“It was a real novelty back then,” says Susan Schoelwer, Mount Vernon’s senior curator, of the fancy silk and worsted wool sofa with scrolled arms and rows of brass tacks. “In today’s terms, you would say it was trending.”
The Washingtons’ friend and neighbor George William Fairfax was moving to England in 1774 and wasn’t able to take his very fashionable blue damask sofa and eight matching chairs.
Without Craigslist, what was Fairfax to do?
He gifted the elegant furnishings to the Washingtons. The suite arrived at Mount Vernon during the Revolutionary War, Schoelwer says, and Martha Washington put the sofa, chairs and the matching draperies in the front parlor, dressing up the room where they entertained such big-name guests as the Marquis de Lafayette and Thomas Jefferson. Over the years, this furniture disappeared, as did any idea of what it looked like — until now.
Thanks to new forensic techniques and historical document discoveries, the room will more closely resemble its 1799 appearance, including being painted cream and featuring re-creations of the stylish “Saxon blue” camelback Chippendale-style sofa, chairs extravagantly upholstered on both seat and back, and fancy fringed and tasseled draperies. The description of the Fairfax suite came from a ledger the Fairfax family kept that Mount Vernon bought at auction in 2013. It detailed the Fairfax purchase of the furniture in London and its shipment to Virginia in 1763. Although Mount Vernon curators knew a suite of furniture had been gifted to Washington, the ledger provided the first description of what it looked like.
Sofas were a big deal in the colonies. Although in England, sofa use dates back to the 1600s, it was only around 1750 that they showed up in wealthier homes in South Carolina, Maryland and Philadelphia, Schoelwer says. In Virginia back then, more prosperous residents were probably still using daybeds. The luxurious fabric and stylish British workmanship on the Fairfax piece, the first documented sofa in Virginia, made the Washingtons’ parlor a stylish space.
Mount Vernon curators worked with decorative arts experts and top historical textile, upholstery and cabinet makers in the United States and England to re-create the Fairfax furniture.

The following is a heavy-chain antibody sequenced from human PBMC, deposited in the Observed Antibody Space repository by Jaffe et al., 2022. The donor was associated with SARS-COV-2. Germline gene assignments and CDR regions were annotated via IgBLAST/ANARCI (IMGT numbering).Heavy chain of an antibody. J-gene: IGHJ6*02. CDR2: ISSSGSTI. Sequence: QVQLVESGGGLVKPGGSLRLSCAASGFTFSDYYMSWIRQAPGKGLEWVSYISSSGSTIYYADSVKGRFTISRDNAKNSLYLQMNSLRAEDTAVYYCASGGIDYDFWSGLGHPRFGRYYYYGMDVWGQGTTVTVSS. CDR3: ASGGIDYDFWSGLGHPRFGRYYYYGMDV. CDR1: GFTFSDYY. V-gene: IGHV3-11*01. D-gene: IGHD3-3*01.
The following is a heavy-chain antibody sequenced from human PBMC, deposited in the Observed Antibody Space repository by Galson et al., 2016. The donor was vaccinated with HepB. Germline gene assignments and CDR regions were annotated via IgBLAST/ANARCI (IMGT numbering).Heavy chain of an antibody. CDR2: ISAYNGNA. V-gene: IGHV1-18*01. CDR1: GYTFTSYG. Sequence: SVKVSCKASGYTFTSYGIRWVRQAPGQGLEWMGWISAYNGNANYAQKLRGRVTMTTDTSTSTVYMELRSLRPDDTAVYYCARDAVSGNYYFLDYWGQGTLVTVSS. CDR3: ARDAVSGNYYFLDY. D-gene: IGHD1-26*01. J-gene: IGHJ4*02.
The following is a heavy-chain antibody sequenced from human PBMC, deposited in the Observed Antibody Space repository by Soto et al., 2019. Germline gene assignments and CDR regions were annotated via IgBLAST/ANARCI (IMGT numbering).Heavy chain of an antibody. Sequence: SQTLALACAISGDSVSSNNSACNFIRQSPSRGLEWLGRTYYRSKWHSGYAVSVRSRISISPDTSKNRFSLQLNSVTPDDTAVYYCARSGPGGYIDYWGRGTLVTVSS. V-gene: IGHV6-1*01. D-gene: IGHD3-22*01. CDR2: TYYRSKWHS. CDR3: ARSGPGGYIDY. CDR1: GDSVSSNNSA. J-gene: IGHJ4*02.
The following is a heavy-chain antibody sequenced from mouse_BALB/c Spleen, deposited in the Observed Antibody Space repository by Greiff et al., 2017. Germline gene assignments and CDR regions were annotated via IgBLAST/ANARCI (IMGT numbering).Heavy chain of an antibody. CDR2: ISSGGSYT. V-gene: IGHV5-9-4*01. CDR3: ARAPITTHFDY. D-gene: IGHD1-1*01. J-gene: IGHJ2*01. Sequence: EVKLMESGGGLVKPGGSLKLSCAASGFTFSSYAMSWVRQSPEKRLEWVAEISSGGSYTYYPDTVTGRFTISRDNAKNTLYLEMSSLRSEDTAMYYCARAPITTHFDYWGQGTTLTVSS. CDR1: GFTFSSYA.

The front parlor has undergone four major renovations throughout the years, each time being changed to reflect the latest historical findings. At the last major restoration in 1981, the walls were painted Prussian blue and the room was furnished with a pale blue sofa and a Chippendale-style gaming table and chairs.
“We find layers of family history here, and each room comes alive in a more dynamic way each time each time it’s redone,” Schoelwer says. “It’s not just a generic period room. Each room is a chapter of the Washingtons’ biography.”
The 10 family portraits in the room were conserved or digitally reproduced and put into period-appropriate reproduction frames. Other changes to the front parlor included re-creating three neoclassical mirrors that were an important part of the Washingtons’ signature style.
According to Thomas Reinhart, Mount Vernon’s director of architecture, the room’s woodwork was returned to its 1799 cream paint color using advanced paint analysis technology. Although an analysis in 1980 identified seven layers of paint in the room, a recent one found 15. Reinhart says among the most important work done in the room was the conservation of the 1760s yellow pine paneling, which had dried over the centuries and left gaps in the wall. The panels were rehydrated so they fit back smoothly in their framework, restoring the room to its original elegance.
The sofa now goes perfectly with the carpeting. A new Wilton carpet was woven for the room in England in 2002 based on descriptions in 18th-century Washington correspondence and period patterns. In 1797, George Washington, after consulting with his wife, requested his secretary to order a carpet for the front parlor, saying in a letter that “as the furniture was blue, the ground or principal flowers in it ought to be blue also.”
“This story really humanizes the Washingtons,” Reinhart says. “They were married for 40 years and they were updating their house together. They were really fashion-forward.”
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